≡ Menu

“Is Inequality Making Us Sick?”

As the rich get richer and the poor get poorer in America, the gap between the healthy and the unwell also widens. Several weeks ago, the U.S. Department of Health and Human Services released data showing that life expectancy for the most affluent group of Americans exceeds that for the poorest Americans by nearly 4.5 years or 6% on average.

  • Health gains for the poor are decades behind those for the wealthiest Americans, whose life expectancy in 1980 was higher than that of the most impoverished in 2000.
  • In 1980-82, the most affluent could expect to live almost 3 years longer than people in the most deprived, (75.8 versus 73 years). By 1998-2000, the difference in life expectancy had increased to 4.5 years (79.2 versus 74.7 years) and continues to grow.
  • Add race into the mix and you find the mortality gap between blacks and whites widens.

While the researchers don’t entirely agree on the causes of this phenomenon they do cite the possibilities that economically disadvantaged Americans face higher rates of smoking and stress, worse diet and access to care, less education and access to health information, and racial bias even when insured.

The Robert Wood Johnson has recently launched the non-partisan Commission to Build a Healthier America, which will look outside the health care system at how factors like education, environment, income and housing influence health care behaviors in order to recommend evidence-based strategies to improve the health of all Americans. They have issued a similar report finding that the inequities in the health of the wealthy and the less so relate to a number of factors:

  • Income:
    • The poorest men die 8 years sooner than the richest men; the poorest women die nearly 7 years sooner than the richest women.
    • Nearly 1 in 3 low-income people have chronic illness, compared with 1 in 10 adults in the highest income category.
    • Poor adults are nearly 5 times as likely to be in poor or fair health compared with the highest-income adults.
  • Education:
    • Adults who have not finished high school are more than 4 times as likely to be in poor or fair health.
    • Higher rates of death due to heart disease are often seen in areas where fewer adults have college educations.
    • Poor education leads to low-paying jobs, which leads to all the stress that comes from not having enough money, not having decent housing, and not being able to afford healthy food or the time to exercise.
  • Race:
    • Although blacks and Hispanics have higher rates of poverty and are on average less educated and therefore less healthy, there are large numbers of economically disadvantaged people in every racial or ethnic group – including whites, who make up nearly half of poor Americans.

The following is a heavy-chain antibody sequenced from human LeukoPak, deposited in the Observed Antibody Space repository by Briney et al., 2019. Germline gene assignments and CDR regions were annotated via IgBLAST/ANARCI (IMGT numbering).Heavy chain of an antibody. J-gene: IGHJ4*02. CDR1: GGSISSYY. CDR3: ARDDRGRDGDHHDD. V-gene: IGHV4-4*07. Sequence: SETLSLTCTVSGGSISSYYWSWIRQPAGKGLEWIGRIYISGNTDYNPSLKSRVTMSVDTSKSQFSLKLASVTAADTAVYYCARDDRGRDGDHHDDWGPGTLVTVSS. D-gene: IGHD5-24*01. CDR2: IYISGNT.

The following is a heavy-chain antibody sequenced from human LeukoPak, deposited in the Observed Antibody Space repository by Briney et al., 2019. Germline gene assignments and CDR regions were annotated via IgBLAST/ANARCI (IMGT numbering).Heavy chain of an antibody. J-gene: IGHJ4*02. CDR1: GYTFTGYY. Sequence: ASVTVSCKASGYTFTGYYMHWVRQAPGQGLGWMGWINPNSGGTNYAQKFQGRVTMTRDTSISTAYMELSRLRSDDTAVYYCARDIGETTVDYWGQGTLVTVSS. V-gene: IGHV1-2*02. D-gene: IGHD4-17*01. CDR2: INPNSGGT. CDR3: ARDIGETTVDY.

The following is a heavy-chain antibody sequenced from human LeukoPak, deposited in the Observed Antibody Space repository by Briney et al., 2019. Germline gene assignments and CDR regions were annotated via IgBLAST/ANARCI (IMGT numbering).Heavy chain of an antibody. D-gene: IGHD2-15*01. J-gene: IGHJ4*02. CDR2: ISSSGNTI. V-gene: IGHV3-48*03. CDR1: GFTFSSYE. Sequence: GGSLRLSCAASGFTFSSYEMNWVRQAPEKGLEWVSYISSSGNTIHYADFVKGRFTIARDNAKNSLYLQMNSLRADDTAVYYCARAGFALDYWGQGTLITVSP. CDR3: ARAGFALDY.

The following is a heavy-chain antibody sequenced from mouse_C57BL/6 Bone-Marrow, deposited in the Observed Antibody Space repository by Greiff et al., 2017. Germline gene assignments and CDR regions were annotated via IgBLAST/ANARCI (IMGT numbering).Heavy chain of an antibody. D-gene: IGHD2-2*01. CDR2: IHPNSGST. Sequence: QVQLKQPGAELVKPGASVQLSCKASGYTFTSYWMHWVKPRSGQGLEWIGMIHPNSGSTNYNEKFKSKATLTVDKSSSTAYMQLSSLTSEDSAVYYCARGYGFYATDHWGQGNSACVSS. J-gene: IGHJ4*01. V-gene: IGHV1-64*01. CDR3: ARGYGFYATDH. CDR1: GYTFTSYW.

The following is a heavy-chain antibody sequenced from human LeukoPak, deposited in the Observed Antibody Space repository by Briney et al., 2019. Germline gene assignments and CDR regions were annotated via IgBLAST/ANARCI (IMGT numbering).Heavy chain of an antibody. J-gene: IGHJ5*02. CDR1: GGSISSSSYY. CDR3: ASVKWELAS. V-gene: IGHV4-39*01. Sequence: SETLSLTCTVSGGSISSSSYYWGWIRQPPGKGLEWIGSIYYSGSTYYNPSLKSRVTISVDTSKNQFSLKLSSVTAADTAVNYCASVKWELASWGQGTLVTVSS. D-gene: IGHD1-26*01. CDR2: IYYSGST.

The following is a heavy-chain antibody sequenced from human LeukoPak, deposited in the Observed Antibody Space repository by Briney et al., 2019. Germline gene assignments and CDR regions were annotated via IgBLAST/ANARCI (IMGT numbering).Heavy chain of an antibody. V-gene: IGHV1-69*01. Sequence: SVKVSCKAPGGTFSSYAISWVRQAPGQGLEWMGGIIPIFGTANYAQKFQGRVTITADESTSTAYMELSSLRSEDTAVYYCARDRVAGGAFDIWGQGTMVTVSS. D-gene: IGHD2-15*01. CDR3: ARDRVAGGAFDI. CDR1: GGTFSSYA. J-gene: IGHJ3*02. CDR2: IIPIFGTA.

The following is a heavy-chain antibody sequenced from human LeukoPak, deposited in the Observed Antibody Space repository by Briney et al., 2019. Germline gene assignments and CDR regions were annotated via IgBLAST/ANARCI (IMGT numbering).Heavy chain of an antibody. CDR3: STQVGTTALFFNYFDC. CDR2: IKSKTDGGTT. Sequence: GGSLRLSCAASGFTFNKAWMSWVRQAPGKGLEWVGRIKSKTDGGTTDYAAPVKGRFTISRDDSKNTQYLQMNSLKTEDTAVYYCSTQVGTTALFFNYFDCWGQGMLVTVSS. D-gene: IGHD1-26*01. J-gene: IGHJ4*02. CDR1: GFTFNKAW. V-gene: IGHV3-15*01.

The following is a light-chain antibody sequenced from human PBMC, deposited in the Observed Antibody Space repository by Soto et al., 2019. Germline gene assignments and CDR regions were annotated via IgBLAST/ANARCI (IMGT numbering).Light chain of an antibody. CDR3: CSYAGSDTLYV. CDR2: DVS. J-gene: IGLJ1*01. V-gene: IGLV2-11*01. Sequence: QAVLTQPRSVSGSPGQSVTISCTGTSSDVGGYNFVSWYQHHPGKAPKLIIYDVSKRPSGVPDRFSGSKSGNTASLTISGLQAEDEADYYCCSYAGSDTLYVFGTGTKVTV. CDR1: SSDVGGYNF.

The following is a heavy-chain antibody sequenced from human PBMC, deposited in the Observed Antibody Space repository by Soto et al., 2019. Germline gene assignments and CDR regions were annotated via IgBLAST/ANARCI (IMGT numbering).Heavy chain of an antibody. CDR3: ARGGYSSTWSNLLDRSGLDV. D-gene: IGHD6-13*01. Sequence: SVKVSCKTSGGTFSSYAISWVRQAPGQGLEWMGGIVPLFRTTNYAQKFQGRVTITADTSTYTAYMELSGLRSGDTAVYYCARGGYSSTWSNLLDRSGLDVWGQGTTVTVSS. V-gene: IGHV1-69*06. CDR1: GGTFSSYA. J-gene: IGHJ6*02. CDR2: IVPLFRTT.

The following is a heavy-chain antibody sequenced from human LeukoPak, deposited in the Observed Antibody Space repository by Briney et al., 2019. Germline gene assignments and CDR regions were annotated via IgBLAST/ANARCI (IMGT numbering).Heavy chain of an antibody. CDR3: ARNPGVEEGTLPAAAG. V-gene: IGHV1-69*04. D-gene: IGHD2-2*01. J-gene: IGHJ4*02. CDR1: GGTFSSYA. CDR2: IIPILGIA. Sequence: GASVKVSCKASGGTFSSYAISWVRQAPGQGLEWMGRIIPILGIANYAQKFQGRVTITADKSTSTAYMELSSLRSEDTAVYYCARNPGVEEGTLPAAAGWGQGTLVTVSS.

On the heels of these findings, a new PBS special “Unnatural Causes” is also exploring “why some of us get sicker more often and die sooner and what causes us to fall ill in the first place.” The television series consists of 4 parts:

  1. In Sickness and In Wealth (series opener): Tries to make sense of how poverty and race can literally make us sick by an in depth look at the lives of 4 Kentucky residents: a CEO, lab supervisor, janitor and unemployed mother.
  2. When the bough breaks (1st segment): Today is the 40th Anniversary of Dr. Martin Luther King’s death and yet infant mortality rates among African Americans remain more than twice as high as among white Americans. This segment explores why that is and what can be done about it.Becoming American (2nd segment): Explores the Latino “paradox” – why Recent Mexican immigrants tend to be healthier than average wealthier Americans, and why they lose that advantage the longer they live here.
  3. Bad Sugar (1st segment): When an Arizona Indian reservation lost authority over the area’s river, a string of calamities ensued resulting in poverty and the highest Type 2 Diabetes rates in the world. Having since regained their water rights the tribes now hope to regain their health and wellbeing.
    Place Matters: An African-American ghetto in Richmond, California is a landing place for Latino and Southeast Asians who are now facing the same dire health and quality of life deficits. Comparatively, a Seattle, Washington neighborhood is taking advantage of Federal programs to improve their mixed-income community.
  4. Collateral Damage: U.S. nuclear testing had a devastating impact on the South Pacific Marshall Islands, whose residents have now relocated to Arkansas, bringing poverty and poor health with them.
    Not Just a Paycheck: How the outsourcing of U.S. jobs and economic downturns worsen health in the effected communities and how Sweden has us beat in this regard.

For local showtimes, go here: http://www.pbs.org/unnaturalcauses/local_listings.htm

{ 0 comments… add one }

Leave a Comment